(3) Are there moral limits to markets? Are there things that should not be for sale? Several philosophers have recently taken up these questions. They argue against allowing for markets in women’s sexual and reproductive labor, in children’s labor, and in human organs, and they argue against market-oriented solutions to other public and political problems. These arguments are not only worth exploring in themselves but also because they take up many of the themes and concerns of classical political economy. At the end, we will consider the worries that Max Horkheimer and Theodor Adorno have raised about the Western market in mass cultural products (what they call "the culture industry").
Limited to 25 students. Omitted 2016-17.2016-17: Not offered
Most people participate in some form of sporting activity, and many of us also pay close attention to the sporting accomplishments of others. Sport plays a significant role in education, in culture, and even in politics. It’s also a multi-billion dollar international business. Yet sport has received scant attention within philosophy. And this is odd, since it raises many interesting philosophical questions.
What makes something a “sport”? Does cheer-leading or beer-pong count? Competition is central to sport, but is competition clearly a good thing? And what about the connection between sport and violence? Why do so many of us value watching other people engage in sporting activity? Is sport a form of art or does it have its own aesthetics? Why do we care if the Red Sox win? Does sport have any intrinsic connections with issues of race, class, nationality or gender? What’s wrong with doping and the use of other enhancements in sport? Is it right to regard star athletes as role models? What is the proper role of athletics in society and in education—particularly higher-education? Should major college athletes be paid? And do we strike the right balance at Amherst College? Finally, what is the proper place of sport in one’s own life?
Over the course of the semester, we will explore these and other questions about the nature of sport.
Limited to 25 students. Fall semester. Professor Moore.
2016-17: Offered in Spring 2017
We will be concerned to see whether there is anything to be said in a principled way about right and wrong. The core of the course will be an examination of three central traditions in ethical philosophy in the West, typified by Aristotle, Immanuel Kant, and John Stuart Mill. We will also look at contemporary discussions of the relation between the demands of morality and those personal obligations that spring from friendships, as well as recent views about the nature of personal welfare.
Requisite: One course in Philosophy or consent of the instructor. Limited to 25 students. Spring semester. Professor Hasan.2016-17: Offered in Spring 2017
What is law? Is law a branch of morality discoverable by ethical reflection? Is it nothing more than the commands issued by whoever happens to have the most power? Or, is neither of these positions quite right? When judges interpret laws in order to decide cases, is this a process of discovery or of invention? Are there any objective standards for determining whether a law has been correctly interpreted?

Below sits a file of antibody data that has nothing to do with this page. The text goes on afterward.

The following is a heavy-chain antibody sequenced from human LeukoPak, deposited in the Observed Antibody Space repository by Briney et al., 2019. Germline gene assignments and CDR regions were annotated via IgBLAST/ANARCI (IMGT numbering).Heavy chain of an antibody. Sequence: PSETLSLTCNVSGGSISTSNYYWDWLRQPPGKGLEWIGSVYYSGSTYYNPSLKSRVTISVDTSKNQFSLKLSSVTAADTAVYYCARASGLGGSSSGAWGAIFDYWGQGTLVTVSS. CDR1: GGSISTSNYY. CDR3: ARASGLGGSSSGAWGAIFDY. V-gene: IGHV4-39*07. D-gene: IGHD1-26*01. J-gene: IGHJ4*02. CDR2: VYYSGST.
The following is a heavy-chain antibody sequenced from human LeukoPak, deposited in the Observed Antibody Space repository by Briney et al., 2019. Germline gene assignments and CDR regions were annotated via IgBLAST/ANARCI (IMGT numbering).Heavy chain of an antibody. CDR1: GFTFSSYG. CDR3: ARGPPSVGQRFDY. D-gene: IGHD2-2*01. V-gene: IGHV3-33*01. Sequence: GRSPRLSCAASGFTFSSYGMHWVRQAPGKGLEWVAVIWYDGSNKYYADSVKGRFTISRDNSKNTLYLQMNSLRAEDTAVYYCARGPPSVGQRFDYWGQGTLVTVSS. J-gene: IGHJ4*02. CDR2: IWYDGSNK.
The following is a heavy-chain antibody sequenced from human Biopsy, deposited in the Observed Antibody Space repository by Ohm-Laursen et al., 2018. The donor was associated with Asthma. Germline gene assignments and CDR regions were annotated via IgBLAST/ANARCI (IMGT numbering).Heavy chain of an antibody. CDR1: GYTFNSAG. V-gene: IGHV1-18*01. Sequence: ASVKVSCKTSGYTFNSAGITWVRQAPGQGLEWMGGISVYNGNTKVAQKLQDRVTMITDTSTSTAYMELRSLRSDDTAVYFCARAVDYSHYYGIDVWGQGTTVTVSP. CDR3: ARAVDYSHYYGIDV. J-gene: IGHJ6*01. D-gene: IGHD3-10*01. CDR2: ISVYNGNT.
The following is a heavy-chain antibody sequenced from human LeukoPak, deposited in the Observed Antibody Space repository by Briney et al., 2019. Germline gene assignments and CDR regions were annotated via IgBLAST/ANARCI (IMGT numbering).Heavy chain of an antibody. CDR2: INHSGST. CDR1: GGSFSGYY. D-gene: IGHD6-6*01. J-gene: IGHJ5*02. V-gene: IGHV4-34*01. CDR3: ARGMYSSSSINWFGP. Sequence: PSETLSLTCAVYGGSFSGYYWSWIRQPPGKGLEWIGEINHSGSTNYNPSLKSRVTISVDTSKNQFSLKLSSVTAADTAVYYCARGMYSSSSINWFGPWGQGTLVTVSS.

This course provides an in-depth introduction to several central issues in the philosophy of law. In the first half of the course, we will address the fundamental questions about law listed above. Those topics will be: (1) the nature of, and difficulties in, legal reasoning; (2) several competing conceptions of the nature of law and its connection, if any, to morality; and (3) the ideal of the rule of law and its value. In the second half of the course, we will consider one important problem area in each of criminal law, civil law, and constitutional law: (4) the rights of defendants in criminal law; (5) the law of contract in civil law; and (6) the right to privacy in constitutional law. And, if time permits, we will end the course by considering (7) the debate about whether judicial review—i.e., judges’ power to strike down laws as unconstitutional—is compatible with democratic governance.
Requisite: One course in Philosophy or consent of the instructor. Limited to 25 students. Omitted 2016-17.
2016-17: Not offered
Metaphysics is the investigation, at the most fundamental level, of the nature of reality. It has been an especially vibrant area of philosophy in recent years, and we will read some of the freshest and most important work in the field. Among the questions to be considered are: What is existence? Is there more than one kind of existence? Are there merely possible things? Could you have been a poached egg (Tichy)? What is possibility anyway? Can things really change, or do they last for no more than a moment, or both? When are several things parts of some greater whole, and why? Is a statue identical to the lump of clay from which it is fashioned? How can you destroy the statue, yet not destroy the clay? Thinking through such basic questions leads to surprising perplexities and surprising insights. Readings by Quine, Kripke, Lewis, Van Inwagen, and others.
Requisite: One course in philosophy. Limited to 25 students. Omitted 2016-17. Professor Vogel.2016-17: Not offered
An introduction to philosophical problems concerning the nature of the mind. Central to the course is the mind-body problem—the question of whether there is a mind (or soul or self) that is distinct from the body, and the question of how thought, feelings, sensations, and so on, are related to states of the brain and body. In connection with this, we will consider, among other things, the nature of consciousness, mental representation, the emotions, self-knowledge, and persons.